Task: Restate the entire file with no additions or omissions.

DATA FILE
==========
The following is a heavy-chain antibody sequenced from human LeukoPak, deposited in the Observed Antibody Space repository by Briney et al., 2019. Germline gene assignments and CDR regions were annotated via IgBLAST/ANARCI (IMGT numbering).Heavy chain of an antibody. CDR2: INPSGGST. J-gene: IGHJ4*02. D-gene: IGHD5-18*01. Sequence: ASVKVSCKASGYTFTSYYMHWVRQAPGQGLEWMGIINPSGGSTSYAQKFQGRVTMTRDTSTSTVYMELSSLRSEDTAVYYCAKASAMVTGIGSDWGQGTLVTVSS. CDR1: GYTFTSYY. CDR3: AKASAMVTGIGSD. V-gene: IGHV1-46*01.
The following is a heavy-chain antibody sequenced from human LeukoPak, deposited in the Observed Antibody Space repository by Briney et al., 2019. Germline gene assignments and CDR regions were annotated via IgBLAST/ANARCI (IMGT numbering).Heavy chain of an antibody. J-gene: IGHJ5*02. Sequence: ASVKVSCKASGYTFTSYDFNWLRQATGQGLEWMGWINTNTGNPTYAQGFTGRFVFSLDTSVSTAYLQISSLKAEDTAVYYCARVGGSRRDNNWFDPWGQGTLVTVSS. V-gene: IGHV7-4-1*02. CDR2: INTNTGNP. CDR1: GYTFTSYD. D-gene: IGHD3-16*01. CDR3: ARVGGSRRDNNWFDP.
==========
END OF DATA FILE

The following is a heavy-chain antibody sequenced from human LeukoPak, deposited in the Observed Antibody Space repository by Briney et al., 2019. Germline gene assignments and CDR regions were annotated via IgBLAST/ANARCI (IMGT numbering).Heavy chain of an antibody. CDR2: INPSGGST. J-gene: IGHJ4*02. D-gene: IGHD5-18*01. Sequence: ASVKVSCKASGYTFTSYYMHWVRQAPGQGLEWMGIINPSGGSTSYAQKFQGRVTMTRDTSTSTVYMELSSLRSEDTAVYYCAKASAMVTGIGSDWGQGTLVTVSS. CDR1: GYTFTSYY. CDR3: AKASAMVTGIGSD. V-gene: IGHV1-46*01.
The following is a heavy-chain antibody sequenced from human LeukoPak, deposited in the Observed Antibody Space repository by Briney et al., 2019. Germline gene assignments and CDR regions were annotated via IgBLAST/ANARCI (IMGT numbering).Heavy chain of an antibody. J-gene: IGHJ5*02. Sequence: ASVKVSCKASGYTFTSYDFNWLRQATGQGLEWMGWINTNTGNPTYAQGFTGRFVFSLDTSVSTAYLQISSLKAEDTAVYYCARVGGSRRDNNWFDPWGQGTLVTVSS. V-gene: IGHV7-4-1*02. CDR2: INTNTGNP. CDR1: GYTFTSYD. D-gene: IGHD3-16*01. CDR3: ARVGGSRRDNNWFDP.